A project to recover some of the earliest computer-based poetry by one of Canada's finest poets has just been completed by Jim Andrews, Geof Huth, Lionel Kearns, Marko Niemi and Dan Waber. It is a fine example of how to recover and return lost work, and they offer a variety of original and emulated versions. As the intro text makes clear, the business of archiving electronic writing is still terribly underdiscussed, despite this being an issue that most digital writers will face… "O ye digital poets: the past of the art is in your hands and it is you who must recover and maintain it."
FIRST SCREENING (1984)
When I talk about transliteracy, people often ask whether it's the same as media literacy. Less frequently, they ask whether it's the same as digital literacy. I think it's both of those and more, but I'm trying to compose a simple answer to the question. I'm interested in your thoughts on whether the following equation makes sense…
'The ability to access, understand and create communications in a variety of contexts.' (Ofcom, 2003)
'The ability to understand and use information in multiple formats from a wide range of sources when it is presented via computers.' (Gilster, 1997)
More (help needed with this section!)
A sense of history, culture, production and interaction. But also less, because it is not just about computer-based materials, but all communication types from body language and scratching in the sand with a stick etc. Hmm, is digital literacy just too narrow to even be included?
'The ability to read, write and interact across a range of platforms and tools from orality through print, TV, radio and film, to networked digital media.' (PART, 2006)
Technorati tag: transliteracy
Hello all! I just checked the transliteracies project blog at UCSB and note that it is all about reading online in different ways. To me, literacies are two-way — they include skills in creating as well as consuming. To that end, I've been compiling resources about participatory media literacies on a wiki. Sue has been adding transliteracy material. If anyone is interested in write privileges there, let me know.
During the preparation for a class I'm giving this week, I came across the Microsoft Digital Literacy Certificate Test. If nothing else, it helps us understand what Microsoft define as the qualities of digital literacy. (I should say that these questions come at the end of a lengthy online course, the Microsoft Digital Literacy Curriculum.) Can only be viewed in IE, naturally. There are 30 questions. I'll give it a go later. Anyone else care to have a try?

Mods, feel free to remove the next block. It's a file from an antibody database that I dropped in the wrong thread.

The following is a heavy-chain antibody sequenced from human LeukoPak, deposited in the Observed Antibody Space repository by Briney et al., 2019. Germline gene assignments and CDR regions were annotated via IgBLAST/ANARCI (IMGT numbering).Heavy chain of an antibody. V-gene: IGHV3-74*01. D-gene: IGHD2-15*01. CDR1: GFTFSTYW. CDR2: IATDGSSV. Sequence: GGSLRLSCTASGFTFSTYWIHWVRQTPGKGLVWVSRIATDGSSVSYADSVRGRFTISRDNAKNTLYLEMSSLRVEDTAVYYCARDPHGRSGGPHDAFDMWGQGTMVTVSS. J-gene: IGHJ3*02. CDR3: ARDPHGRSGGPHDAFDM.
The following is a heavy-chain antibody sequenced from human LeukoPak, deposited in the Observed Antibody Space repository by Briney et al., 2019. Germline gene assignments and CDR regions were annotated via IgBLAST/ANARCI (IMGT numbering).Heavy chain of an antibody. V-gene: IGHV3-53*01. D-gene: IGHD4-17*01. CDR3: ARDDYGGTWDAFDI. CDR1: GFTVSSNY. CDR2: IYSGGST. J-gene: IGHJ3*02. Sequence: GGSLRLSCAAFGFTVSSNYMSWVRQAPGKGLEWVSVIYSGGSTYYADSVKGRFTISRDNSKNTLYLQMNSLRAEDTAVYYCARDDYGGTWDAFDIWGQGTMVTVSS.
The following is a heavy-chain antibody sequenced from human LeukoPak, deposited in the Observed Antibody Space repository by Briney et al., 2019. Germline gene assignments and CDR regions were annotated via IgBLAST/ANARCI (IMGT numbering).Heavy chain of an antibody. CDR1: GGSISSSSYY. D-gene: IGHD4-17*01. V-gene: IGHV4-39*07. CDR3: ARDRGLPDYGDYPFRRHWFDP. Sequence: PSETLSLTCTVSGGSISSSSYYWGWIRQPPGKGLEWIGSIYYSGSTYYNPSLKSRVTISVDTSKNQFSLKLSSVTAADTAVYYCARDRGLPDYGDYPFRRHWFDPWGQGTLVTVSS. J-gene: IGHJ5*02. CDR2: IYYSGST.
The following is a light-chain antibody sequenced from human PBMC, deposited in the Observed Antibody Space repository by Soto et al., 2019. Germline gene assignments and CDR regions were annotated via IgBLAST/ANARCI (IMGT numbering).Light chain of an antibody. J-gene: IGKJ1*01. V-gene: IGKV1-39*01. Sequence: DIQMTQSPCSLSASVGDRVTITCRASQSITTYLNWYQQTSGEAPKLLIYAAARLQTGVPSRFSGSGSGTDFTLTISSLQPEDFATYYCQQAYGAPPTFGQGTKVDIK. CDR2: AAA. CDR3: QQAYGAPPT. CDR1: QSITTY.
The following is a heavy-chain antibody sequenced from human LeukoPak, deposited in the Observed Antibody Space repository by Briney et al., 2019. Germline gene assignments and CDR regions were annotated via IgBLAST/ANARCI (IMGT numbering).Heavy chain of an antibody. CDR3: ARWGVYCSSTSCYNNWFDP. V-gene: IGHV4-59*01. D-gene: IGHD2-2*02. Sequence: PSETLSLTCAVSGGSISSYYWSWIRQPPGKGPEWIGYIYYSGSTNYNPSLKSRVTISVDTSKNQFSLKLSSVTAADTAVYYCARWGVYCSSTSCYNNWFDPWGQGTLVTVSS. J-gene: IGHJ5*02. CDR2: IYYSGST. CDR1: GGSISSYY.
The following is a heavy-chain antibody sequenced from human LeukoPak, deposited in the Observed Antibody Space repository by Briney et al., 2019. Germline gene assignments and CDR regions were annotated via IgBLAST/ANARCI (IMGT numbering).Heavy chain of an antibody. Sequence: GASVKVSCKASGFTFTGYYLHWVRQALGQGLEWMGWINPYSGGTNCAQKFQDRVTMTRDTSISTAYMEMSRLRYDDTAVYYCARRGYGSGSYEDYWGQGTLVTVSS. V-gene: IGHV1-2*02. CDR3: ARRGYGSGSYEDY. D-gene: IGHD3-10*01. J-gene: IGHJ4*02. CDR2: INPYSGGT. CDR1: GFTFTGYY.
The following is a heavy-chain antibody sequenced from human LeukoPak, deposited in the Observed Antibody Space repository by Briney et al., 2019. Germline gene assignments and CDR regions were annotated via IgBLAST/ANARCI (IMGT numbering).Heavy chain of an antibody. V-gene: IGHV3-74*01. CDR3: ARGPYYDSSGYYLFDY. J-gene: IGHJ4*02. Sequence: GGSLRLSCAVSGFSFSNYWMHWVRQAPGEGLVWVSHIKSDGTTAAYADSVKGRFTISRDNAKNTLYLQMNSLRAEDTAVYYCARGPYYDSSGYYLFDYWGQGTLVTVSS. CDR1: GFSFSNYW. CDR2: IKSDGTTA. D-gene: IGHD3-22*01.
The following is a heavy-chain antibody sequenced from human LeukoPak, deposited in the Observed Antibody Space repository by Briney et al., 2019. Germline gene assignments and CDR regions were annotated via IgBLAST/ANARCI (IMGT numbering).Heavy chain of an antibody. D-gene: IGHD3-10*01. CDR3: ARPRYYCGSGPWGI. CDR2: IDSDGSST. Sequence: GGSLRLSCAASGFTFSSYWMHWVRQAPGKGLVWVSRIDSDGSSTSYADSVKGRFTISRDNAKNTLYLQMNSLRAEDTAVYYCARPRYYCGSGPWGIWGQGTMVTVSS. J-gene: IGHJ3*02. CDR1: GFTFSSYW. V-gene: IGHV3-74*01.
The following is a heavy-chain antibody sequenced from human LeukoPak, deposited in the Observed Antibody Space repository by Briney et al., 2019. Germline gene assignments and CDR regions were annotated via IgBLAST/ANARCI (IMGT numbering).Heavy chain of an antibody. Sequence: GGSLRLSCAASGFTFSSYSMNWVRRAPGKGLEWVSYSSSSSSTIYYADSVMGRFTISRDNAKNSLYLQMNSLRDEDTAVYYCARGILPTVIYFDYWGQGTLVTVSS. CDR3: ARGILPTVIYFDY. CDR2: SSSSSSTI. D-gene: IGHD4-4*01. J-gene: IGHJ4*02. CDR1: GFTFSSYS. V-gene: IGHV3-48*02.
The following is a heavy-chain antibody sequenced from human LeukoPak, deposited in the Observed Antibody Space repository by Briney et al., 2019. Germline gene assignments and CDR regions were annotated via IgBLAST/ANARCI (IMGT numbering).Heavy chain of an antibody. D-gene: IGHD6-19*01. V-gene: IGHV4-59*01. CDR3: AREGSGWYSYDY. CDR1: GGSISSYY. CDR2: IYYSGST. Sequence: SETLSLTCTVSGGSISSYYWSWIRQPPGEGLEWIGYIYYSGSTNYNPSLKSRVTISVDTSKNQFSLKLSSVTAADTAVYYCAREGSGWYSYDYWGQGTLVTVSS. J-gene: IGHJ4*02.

Come to the Women, Business and Blogging Conference on Friday 8 June 2007 at De Montfort University to find out how blogging by women and for women builds networks, improves customer reach, monetizes creativity and infuses your business with Web 2.0 goodness!
Hear Jory Des Jardins from BlogHer and Meg Pickard from AOL talk about why women writers and readers are so important in the blogosphere. There'll also be small group sessions, a panel discussion, and a Birds of a Feather (BoF) session bringing together like-minded individuals. If your business is blogging, you can't afford to miss this event. Full details and registration http://www.nlabwomen.com.
PART researchers are involved in this conference and we're expecting to see some transliteracy in action 🙂
Over on TNN I recently noted Jill Walker's concept of a feral hypertext. She has just added some further information about the subject to her blog: jill/txt what is feral hypertext?
I find the notion appealing. Her intent is, in many ways, to look at activities such as tagging as a form of uncontrolled social hypertext. From a transliteracy perspective, I think it hints that web2.0 is creating shifts in our understanding of web literacy that only become clear over time. There have been no end of debates about whether the web is "truly" a hypertext. Jill's insight stirs the pot rather nicely. A tag cloud is nothing but a list of links with some basic formatting. Due to Vander Wal's initial framing of tagging in terms of "folksonomy" we have tended to think of tagging as a form of categorisation. Tag clouds however hint towards narrative and identity and Jill's notion of feral hypertext perhaps hints at one way to approach this.
Fascinating stuff, if you ask me.
There's been a bit of debated in the blogosphere about a blog entry claiming that Wikipedia practises exclusionism through what could be thought of as "wiki literacy".
The fundamental argument is that wikipedia is built on Media Wiki and Media Wiki has quite a complex editing system. In order to successfully make edits on Wikipedia that do anything more complex than simple text changes you do need to be competent with wiki mark up. This can is especially marked in the discussion pages which can look like a soup of odd characters when you switch to editing view. The author gets a little wild-eyed and claims that this is deliberate attempt to make editing difficult. (Not as difficult as trying to type a blog with a cat on your keyboard mind you.) If only people with a "masters degree in media wiki" can seriously contribute then, he claims, what you have is a system that self-selects contributors. One commentor succinctly parodies the argument as:
1) Hi, you've created arguably the most successful community of user generated content in history.
2) You're doing it all wrong.
Is there, though, some merit in the argument?